Steve McClaren has been given a vote of confidence by Bundesliga club Wolfsburg and will still be their coach when training resumes after the winter break on January 2.
The Englishman remains under pressure after the Wolves disappointingly finished the first half of the season in 13th position in the Bundesliga and were knocked out of the DFB-Pokal by second division side Energie Cottbus last night.
However, after crisis talks today, Wolfsburg's managing director Dieter Hoeness announced that McClaren would be remaining in charge, but warned he expects major improvements during the second half of the season from him and, more importantly, from the team.
"We have got some cleaning up to do," said Hoeness on his club's website.
"We told the team eight weeks ago after the defeat in Nurnberg that their basic attitude must change.
"We did not get a reaction so now we have got to react. The fans do not deserve to see what they are seeing on the pitch, particularly given the exemplary way in which they supported us against Cottbus.
"We expect the coaches to act consequentially and to punish bad behaviour both on and off the field."
The first consequences have already been taken by Hoeness, who has dropped Karim Ziani and Caiuby from the professional squad.
The pair will now train with the reserve team with youngsters Akaki Gogia, Kevin Wolze and Michael Schulze promoted to the first-team squad to replace them.
Further new faces may also arrive, but McClaren has been told he must spend any money wisely in the transfer market.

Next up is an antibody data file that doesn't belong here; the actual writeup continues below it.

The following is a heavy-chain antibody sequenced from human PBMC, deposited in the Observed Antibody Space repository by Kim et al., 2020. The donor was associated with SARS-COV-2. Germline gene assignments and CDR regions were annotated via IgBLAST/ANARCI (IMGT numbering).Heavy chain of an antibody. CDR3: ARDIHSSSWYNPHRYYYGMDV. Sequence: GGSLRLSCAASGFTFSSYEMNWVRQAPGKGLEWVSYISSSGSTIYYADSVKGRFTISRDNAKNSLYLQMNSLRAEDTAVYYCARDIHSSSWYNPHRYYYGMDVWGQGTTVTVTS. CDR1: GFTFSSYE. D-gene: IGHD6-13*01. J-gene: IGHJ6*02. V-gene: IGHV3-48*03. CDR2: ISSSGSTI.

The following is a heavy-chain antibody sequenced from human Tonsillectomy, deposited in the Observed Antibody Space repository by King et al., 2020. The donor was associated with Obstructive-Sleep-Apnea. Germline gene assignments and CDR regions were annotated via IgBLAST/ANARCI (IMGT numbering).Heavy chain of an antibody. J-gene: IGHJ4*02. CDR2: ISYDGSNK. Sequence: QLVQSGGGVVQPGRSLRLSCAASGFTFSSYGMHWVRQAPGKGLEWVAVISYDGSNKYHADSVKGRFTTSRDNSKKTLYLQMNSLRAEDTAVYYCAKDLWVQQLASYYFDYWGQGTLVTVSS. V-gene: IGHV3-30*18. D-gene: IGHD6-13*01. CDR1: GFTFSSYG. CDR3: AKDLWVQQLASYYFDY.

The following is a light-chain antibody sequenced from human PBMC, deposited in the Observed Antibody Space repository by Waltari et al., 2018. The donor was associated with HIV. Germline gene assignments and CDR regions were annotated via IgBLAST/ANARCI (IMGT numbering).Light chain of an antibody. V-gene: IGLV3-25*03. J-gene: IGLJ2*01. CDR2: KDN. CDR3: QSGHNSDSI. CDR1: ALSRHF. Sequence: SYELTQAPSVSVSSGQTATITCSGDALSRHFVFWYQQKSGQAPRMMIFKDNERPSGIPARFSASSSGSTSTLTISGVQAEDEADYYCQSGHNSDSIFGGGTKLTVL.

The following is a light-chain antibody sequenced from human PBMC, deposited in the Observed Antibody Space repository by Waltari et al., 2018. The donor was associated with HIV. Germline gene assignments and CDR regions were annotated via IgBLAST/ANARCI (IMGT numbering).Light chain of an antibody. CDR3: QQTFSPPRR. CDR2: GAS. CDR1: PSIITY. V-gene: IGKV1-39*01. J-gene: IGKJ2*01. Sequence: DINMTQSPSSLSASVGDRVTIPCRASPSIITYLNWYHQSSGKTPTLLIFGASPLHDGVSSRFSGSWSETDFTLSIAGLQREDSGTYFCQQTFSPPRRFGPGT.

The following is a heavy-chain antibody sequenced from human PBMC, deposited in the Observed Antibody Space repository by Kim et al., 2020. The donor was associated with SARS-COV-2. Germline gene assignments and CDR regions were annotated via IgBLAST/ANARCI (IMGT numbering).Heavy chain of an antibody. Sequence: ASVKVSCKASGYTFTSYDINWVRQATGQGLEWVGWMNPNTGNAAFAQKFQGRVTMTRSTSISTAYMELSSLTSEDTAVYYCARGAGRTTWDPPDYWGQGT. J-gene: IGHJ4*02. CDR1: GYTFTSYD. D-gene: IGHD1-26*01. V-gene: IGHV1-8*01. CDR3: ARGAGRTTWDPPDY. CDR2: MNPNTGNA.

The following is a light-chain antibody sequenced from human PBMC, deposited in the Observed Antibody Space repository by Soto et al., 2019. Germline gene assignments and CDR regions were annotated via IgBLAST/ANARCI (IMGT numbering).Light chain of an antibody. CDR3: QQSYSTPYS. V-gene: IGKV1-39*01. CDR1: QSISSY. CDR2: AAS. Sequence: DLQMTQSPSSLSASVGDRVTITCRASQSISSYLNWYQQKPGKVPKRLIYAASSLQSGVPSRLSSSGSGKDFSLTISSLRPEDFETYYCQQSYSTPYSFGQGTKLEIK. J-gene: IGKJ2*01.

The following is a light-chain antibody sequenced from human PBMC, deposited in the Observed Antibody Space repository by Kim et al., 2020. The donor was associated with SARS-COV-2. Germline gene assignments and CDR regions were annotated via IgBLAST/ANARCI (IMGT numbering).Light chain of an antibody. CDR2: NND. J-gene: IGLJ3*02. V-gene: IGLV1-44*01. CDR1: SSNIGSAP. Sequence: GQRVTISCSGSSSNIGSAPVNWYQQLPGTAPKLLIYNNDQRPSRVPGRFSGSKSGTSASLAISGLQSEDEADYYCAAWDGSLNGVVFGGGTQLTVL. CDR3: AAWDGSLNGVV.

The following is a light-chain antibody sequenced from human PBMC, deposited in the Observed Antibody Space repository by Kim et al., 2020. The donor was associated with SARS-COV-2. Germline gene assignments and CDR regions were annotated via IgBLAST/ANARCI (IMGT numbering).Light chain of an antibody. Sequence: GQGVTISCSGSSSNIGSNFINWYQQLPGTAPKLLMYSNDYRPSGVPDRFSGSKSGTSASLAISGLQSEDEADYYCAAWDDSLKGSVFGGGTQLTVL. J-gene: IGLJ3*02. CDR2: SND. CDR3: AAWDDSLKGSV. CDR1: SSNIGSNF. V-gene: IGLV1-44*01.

"Above all, we will push on with our rebuilding of a successful team next summer," explained Hoeness.
"It is difficult to do that in the winter, but we will see what we can do.
"It is going to be a painful time for one or two people around here. With this current team in this current situation, enduring success is no longer possible."
McClaren arrived in the summer to inherit a team which had failed to build on their Bundesliga title success under Felix Magath in 2009.
Both Armin Veh and Lorenz-Gunther Kostner struggled to match the expectations last season and McClaren, who had led Twente to a surprise Dutch title in 2010, was hired as the first English coach in the Bundesliga.
The Wolves started with a slightly unfortunate 2-1 defeat at Bayern Munich and that result set the tone for the first half of the season.
They threw away a three-goal lead to lose 4-3 at home to Mainz in their next game and have only won three times in front of their own fans this season.
A run of six straight draws to end 2010 has left them in 13th position in the table with just 19 points from 17 games.
They are currently 10 points adrift of fifth-placed Bayern Munich and a place in Europe next season, which was the minimum aim McClaren set when he arrived in the summer.
His first challenge of 2011 will be none other than a home clash against Bayern and Hoeness expects to see a different attitude from everybody during that game.
"The players don't want to move out of their comfort zone, but being constructively critical and having a good functional team are not contradictory," he added.
"In fact, they are absolutely necessary for sporting success.
"Pretending to be harmonious and being superficial will not get us anywhere, though."
Players such as Diego and Grafite have come out in support of McClaren during the latter stages of 2010, promising to "win for the coach".
They have not been able to deliver on such promises, however, and Hoeness says it is now up to them to change since the club has done all it can to improve the situation.
"From our side, there has nothing that we have not tried to get the players performing consistently to their best," added Hoeness, who admitted he is "not sleeping at night" and "will not be going on holiday" this Christmas.
McClaren is due to fly back to England for the festive period today, although he will be expected back in Lower Saxony earlier than originally planned to try and turn around a delicate situation.